The Philadelphia Eagles are at the midway point of their 2015 season, and, subsequently, still in the midst of discovering their identity. The ups and downs of the Eagles’ season have been evident over recent weeks, however, the team’s ability to win in a variety of ways is becoming somewhat of a hallmark. Whether it’s via defensive effort (Giants), a combination of defense and special teams (Jets), or a game in which the offense picks up the defense (Cowboys), this team has proven, at the very least, that it isn’t one dimensional. What we haven’t seen, however, is a victory fueled by the passing game, particularly on the shoulders of Sam Bradford. Eight games in, Bradford has demonstrated slow but steady incremental improvement from week to week, dating back to week 4 in Washington. Still, the innate ability to elevate the offense beyond the sum of its parts has yet to manifest itself, though it’s not unreasonable to hypothesize that such a game could be on the horizon.
Many have proposed the height –or lack there of– of Bradford’s ceiling over the course of the season, but have done so prematurely given the extenuating circumstances surrounding his reintroduction to competitive play. Yes, this is a concept that I have discussed at length many times throughout the season, however, it bears mentioning so long as the false narratives persist. Despite the ubiquity of these notions, Bradford is displaying the traits that prolonged success necessitates, and is only now recapturing his physical potential.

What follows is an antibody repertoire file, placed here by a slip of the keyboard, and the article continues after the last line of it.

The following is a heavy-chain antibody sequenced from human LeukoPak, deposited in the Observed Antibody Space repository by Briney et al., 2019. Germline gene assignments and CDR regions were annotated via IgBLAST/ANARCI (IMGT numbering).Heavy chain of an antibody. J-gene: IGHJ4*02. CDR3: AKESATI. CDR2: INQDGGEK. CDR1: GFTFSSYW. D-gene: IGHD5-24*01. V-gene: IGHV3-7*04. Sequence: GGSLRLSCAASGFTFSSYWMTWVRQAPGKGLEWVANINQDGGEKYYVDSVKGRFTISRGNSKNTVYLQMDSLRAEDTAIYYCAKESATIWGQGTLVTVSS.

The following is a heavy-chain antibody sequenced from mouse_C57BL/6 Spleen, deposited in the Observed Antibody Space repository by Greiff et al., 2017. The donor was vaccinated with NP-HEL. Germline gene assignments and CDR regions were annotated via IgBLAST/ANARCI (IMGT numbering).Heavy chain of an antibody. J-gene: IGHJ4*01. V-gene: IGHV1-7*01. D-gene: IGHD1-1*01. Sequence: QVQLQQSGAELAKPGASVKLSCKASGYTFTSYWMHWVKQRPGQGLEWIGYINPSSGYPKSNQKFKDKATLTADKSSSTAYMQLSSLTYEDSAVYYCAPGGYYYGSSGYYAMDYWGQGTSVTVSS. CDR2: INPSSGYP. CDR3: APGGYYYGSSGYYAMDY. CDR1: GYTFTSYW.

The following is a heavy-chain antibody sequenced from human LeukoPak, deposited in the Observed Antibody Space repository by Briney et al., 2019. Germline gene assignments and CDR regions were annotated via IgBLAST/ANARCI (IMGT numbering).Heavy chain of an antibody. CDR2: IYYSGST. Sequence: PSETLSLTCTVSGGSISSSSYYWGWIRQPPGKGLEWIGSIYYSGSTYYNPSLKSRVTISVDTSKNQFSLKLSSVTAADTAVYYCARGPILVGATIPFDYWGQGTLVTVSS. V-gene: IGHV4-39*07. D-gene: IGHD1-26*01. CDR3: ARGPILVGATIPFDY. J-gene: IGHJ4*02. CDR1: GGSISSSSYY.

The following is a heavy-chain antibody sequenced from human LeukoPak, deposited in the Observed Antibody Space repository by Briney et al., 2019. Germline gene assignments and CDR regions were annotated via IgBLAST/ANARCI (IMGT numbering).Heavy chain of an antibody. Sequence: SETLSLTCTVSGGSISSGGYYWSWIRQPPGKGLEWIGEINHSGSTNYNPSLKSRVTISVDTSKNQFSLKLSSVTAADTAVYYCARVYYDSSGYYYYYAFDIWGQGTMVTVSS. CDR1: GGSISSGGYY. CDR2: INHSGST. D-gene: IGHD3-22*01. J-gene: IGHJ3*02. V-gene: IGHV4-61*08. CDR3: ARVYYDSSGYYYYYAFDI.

Bradford is what he put on tape in St. Louis; a poised passer whose conservativeness can be both a help as well as a hindrance, but overall demonstrates the ability to be an effective distributor who can make any throw, navigate the pocket, process information, and get the ball out quickly. Through the first 3 weeks of the season, Bradford did very little to silence the critics, failing to demonstrate his aforementioned signature traits. Unfortunately, for the majority of fans and media, first impressions dictate prevailing opinions and, like the foundation of a house, are incredibly difficult to alter once in place. Still, while criticism has mounted, Bradford continues to improve. Here’s what I wrote prior to his start against Carolina (which, in my opinion, was his best pre-Dallas performance):